An electronic signature is defined as, “…an electronic sound, symbol, or process, attached to or logically associated with a contract or other record and executed or adopted by a person with the intent to sign the record.”
Electronic signatures are now a normal way to conduct business transactions and sign documents. In fact, conducting business electronically is the best way to speed up your sales cycle and close deals more quickly.
Electronic signatures make it possible for you to send a document to a client. That person can then sign the document and send it back to you no matter where they are. This saves you time and money because you don’t have to worry about printing off and storing these documents somewhere.
The widespread adoption of eSignatures means that there need to be safeguards in place to ensure that digital transactions are conducted fairly. Most countries have their own laws in place regulating how electronic signatures can be collected. And if you live in the United States, you’ll want to familiarize yourself with the ESIGN Act.
Why are eSignature laws necessary?
Before we get into talking about what the ESIGN Act is, let’s look at why electronic signature laws are so important. In the early days of eSignature adoption, they were sometimes seen as less secure or reliable than handwritten signatures.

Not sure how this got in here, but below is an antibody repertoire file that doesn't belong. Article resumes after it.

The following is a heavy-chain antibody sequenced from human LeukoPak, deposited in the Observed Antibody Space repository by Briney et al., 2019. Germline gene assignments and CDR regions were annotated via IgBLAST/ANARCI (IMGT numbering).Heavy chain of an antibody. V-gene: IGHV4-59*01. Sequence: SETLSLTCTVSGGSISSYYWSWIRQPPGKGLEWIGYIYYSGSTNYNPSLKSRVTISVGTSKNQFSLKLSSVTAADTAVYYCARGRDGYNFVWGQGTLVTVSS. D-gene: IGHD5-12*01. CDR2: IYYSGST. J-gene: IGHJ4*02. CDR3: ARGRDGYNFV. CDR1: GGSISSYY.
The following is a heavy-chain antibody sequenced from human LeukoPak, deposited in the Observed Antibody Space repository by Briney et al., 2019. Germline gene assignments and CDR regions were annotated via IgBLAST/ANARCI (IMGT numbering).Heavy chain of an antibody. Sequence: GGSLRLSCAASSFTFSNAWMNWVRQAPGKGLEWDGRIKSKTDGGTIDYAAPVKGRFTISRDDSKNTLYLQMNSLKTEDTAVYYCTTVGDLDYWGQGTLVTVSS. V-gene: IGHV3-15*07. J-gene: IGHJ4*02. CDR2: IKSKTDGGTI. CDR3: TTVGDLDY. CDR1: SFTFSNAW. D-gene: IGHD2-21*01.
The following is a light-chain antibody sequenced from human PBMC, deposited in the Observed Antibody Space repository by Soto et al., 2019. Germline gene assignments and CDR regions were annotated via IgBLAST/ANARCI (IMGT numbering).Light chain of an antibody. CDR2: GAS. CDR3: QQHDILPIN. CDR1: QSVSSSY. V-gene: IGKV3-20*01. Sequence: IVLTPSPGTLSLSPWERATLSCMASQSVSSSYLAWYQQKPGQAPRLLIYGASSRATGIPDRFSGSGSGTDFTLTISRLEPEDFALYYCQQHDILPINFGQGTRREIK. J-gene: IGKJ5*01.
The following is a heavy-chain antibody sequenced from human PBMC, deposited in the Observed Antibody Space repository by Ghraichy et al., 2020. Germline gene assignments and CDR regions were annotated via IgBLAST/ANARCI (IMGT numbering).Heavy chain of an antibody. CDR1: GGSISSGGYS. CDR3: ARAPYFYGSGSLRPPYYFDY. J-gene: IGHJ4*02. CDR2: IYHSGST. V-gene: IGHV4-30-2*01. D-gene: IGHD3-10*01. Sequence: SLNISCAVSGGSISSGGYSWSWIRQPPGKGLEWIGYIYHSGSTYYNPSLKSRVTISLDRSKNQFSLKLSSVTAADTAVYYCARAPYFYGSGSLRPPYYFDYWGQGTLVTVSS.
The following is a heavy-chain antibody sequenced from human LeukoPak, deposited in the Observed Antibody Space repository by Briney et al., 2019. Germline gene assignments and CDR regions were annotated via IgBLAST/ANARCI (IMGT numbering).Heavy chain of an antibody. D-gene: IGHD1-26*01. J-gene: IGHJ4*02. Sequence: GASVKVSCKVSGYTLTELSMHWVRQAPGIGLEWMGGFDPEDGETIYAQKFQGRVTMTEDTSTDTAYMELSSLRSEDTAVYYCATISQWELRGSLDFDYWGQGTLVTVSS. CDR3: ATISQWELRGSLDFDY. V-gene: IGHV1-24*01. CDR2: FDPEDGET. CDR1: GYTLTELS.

For that reason, there needed to be a way to standardize all electronic signatures. This would allow businesses to collect electronic signatures knowing that they are legally valid and will hold up in court.
Worldwide, many countries have adopted electronic signature laws. In Europe, eIDAS regulations standardized electronic signature laws for countries in the European Union. And the U.S. passed the UETA and ESIGN Act.
Electronic signatures in global and national commerce
The Electronic Signatures in Global and National Commerce Act (E-Sign Act) is a federal law passed by Congress on June 30, 2000. It ensures the validity and legality of electronic signatures.
The ESIGN Act provides guidelines that standardized electronic signatures across the U.S. Electronic signatures that comply with ESIGN guidelines are given the same legal weight as handwritten signatures.
The 5 main requirements of the ESIGN Act
Here are the five main requirements an electronic signatures must meet to ensure it is legally binding:
- Intent to sign: An electronic signature is legally binding if both users demonstrate a clear intent to sign the document.
- Consent to do business electronically: Intent to sign isn’t enough on its own; both users must also demonstrate their consent to conducting business electronically.
- Association of the signature with the record: All electronic signatures must be connected to the document being signed.
- Attribution to the person signing: The software you use to collect electronic signatures must clearly indicate who signed the document.
- Provide a written record: And finally, you must have an electronic record of all digital transactions. This electronic form must be available for both users to access at any time.
Important exclusions to note
One of the important things to understand about the ESIGN Act is that it applies to commercial transactions. The Act does specify that certain types of transactions are excluded under the ESIGN Act.
The following documents are excluded under the ESIGN provisions:
- Divorce paperwork
- Wills and testamentary trusts